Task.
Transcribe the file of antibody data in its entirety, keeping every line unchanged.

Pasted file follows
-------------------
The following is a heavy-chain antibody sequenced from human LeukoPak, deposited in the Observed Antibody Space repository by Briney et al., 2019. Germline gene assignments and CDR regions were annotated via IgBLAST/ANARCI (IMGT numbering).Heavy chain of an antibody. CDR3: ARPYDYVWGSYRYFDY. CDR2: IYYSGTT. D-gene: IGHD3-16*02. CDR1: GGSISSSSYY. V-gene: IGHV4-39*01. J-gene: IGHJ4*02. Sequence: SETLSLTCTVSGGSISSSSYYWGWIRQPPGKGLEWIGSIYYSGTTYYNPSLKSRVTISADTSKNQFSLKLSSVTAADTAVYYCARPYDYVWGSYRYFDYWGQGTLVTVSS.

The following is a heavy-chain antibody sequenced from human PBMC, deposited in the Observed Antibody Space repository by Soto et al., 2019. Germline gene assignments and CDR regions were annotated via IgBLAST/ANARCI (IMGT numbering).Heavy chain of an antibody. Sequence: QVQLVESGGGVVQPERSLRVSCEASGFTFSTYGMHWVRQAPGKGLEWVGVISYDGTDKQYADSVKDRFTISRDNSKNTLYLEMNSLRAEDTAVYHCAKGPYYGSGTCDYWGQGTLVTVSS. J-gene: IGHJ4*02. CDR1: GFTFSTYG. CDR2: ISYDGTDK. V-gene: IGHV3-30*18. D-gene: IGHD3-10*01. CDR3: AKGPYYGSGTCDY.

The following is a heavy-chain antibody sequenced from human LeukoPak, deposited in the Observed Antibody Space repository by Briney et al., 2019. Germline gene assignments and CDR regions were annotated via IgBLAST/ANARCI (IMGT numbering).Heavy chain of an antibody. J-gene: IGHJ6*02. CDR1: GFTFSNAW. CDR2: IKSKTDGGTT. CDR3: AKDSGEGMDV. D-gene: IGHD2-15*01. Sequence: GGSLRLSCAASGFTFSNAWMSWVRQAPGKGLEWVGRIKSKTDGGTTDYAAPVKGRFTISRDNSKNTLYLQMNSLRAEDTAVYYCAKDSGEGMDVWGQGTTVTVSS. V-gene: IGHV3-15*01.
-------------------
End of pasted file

The following is a heavy-chain antibody sequenced from human LeukoPak, deposited in the Observed Antibody Space repository by Briney et al., 2019. Germline gene assignments and CDR regions were annotated via IgBLAST/ANARCI (IMGT numbering).Heavy chain of an antibody. CDR3: ARPYDYVWGSYRYFDY. CDR2: IYYSGTT. D-gene: IGHD3-16*02. CDR1: GGSISSSSYY. V-gene: IGHV4-39*01. J-gene: IGHJ4*02. Sequence: SETLSLTCTVSGGSISSSSYYWGWIRQPPGKGLEWIGSIYYSGTTYYNPSLKSRVTISADTSKNQFSLKLSSVTAADTAVYYCARPYDYVWGSYRYFDYWGQGTLVTVSS.

The following is a heavy-chain antibody sequenced from human PBMC, deposited in the Observed Antibody Space repository by Soto et al., 2019. Germline gene assignments and CDR regions were annotated via IgBLAST/ANARCI (IMGT numbering).Heavy chain of an antibody. Sequence: QVQLVESGGGVVQPERSLRVSCEASGFTFSTYGMHWVRQAPGKGLEWVGVISYDGTDKQYADSVKDRFTISRDNSKNTLYLEMNSLRAEDTAVYHCAKGPYYGSGTCDYWGQGTLVTVSS. J-gene: IGHJ4*02. CDR1: GFTFSTYG. CDR2: ISYDGTDK. V-gene: IGHV3-30*18. D-gene: IGHD3-10*01. CDR3: AKGPYYGSGTCDY.

The following is a heavy-chain antibody sequenced from human LeukoPak, deposited in the Observed Antibody Space repository by Briney et al., 2019. Germline gene assignments and CDR regions were annotated via IgBLAST/ANARCI (IMGT numbering).Heavy chain of an antibody. J-gene: IGHJ6*02. CDR1: GFTFSNAW. CDR2: IKSKTDGGTT. CDR3: AKDSGEGMDV. D-gene: IGHD2-15*01. Sequence: GGSLRLSCAASGFTFSNAWMSWVRQAPGKGLEWVGRIKSKTDGGTTDYAAPVKGRFTISRDNSKNTLYLQMNSLRAEDTAVYYCAKDSGEGMDVWGQGTTVTVSS. V-gene: IGHV3-15*01.